Watch: Curtis Martin recalls his rough life and mother's pain in emotional Hall of Fame speech

Former NFL player Curtis Martin gestures during his induction speech at the Pro Football Hall of Fame, Saturday, Aug. 4, 2012, in Canton, Ohio. AP Photo/Tom E. Puskar

(CBS/AP) The linemen led the way as they always do, accepting their inductions into the Pro Football Hall of Fame with an abundance of humility. Curtis Martin finished the evening by supplying plenty of tears.

The last of the six players to have their bronze busts unveiled Saturday night, Martin used the big stage to recall his rough life, his mother's pain and his life-long indifference to the game that allowed him to become famous.

"I don't necessarily have notes, so I'm going to just bare my soul," Martin cautioned. "So bear with me."

His moving story was the longest of the six and had the audience of 12,100 cheering supportively whenever one of the NFL's greatest running backs got choked up or lost for words. It was quite a way to end a three-hour induction that celebrated some of the game's best blockers and tacklers.

Linemen Willie Roaf, Chris Doleman, Cortez Kennedy and Dermontti Dawson and 1950s cornerback Jack Butler were the first inducted, accepting their honor with simple thanks and generally short stories.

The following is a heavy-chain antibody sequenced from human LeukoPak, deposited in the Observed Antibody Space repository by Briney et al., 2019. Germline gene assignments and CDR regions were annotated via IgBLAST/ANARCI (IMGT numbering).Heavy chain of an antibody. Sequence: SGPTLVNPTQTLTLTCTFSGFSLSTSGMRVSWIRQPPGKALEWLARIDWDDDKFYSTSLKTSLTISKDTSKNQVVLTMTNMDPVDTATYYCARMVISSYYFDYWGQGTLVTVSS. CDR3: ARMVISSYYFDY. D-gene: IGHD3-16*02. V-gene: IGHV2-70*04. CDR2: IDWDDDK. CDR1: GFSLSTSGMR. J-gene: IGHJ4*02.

When it was time for Martin, a former Jets star, to finish the evening, Broadway Joe Namath couldn't help but notice the "J-E-T-S! J-E-T-S!" chants were getting overwhelmed.

"I hear a lot of big mouths from Pittsburgh out there," he told the crowd. "And justifiably — yes, yes!"

Martin soon had them dabbing their eyes.

He described growing up in a rough neighborhood in Pittsburgh, the son of an alcoholic father who would beat and torture his mother by setting her hair on fire or pressing burning cigarettes to her legs. His mother, Rochella, wiped tears from her eyes as he shared his story, occasionally pausing to collect himself.

"My greatest achievement in my life was healing my mother and nurturing my mother," Martin said.

Martin credited his mother with helping him get through the darkest days of his childhood.

"I'm so grateful to my mother," he said. "That is the strongest individual that I've ever known and I appreciate her so much."

She urged him to play football to stay out of trouble. Even when New England coach Bill Parcells decided to draft him out of Pitt, Martin wasn't sure he wanted to play. His pastor told him he could use football as a platform to do greater things.

"I played for a purpose bigger than the game because I knew that the love for the game just wasn't in my heart," Martin said.

He followed Parcells to the Jets and finished his career and the fourth-leading rusher in NFL history. Parcells became one of his biggest influences, and Martin chose him for the introduction on Saturday.

"He has tremendous compassion for his fellow man," Parcells said. "He is, I think, the poster child for what the NFL is supposed to be. You come into the league, maximize your abilities, you save your money, you make a smooth transition into society and then you pass all those things on to other people. That's what this guy has done."

  • CBS News Staff

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